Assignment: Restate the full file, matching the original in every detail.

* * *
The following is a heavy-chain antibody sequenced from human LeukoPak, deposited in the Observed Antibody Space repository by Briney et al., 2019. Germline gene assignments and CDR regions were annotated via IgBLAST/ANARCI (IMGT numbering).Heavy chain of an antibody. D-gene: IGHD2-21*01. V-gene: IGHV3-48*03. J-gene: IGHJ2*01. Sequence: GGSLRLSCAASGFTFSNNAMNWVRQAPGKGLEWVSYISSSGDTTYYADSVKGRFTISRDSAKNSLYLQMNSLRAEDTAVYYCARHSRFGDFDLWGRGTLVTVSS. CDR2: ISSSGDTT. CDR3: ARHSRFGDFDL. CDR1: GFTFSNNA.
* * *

The following is a heavy-chain antibody sequenced from human LeukoPak, deposited in the Observed Antibody Space repository by Briney et al., 2019. Germline gene assignments and CDR regions were annotated via IgBLAST/ANARCI (IMGT numbering).Heavy chain of an antibody. D-gene: IGHD2-21*01. V-gene: IGHV3-48*03. J-gene: IGHJ2*01. Sequence: GGSLRLSCAASGFTFSNNAMNWVRQAPGKGLEWVSYISSSGDTTYYADSVKGRFTISRDSAKNSLYLQMNSLRAEDTAVYYCARHSRFGDFDLWGRGTLVTVSS. CDR2: ISSSGDTT. CDR3: ARHSRFGDFDL. CDR1: GFTFSNNA.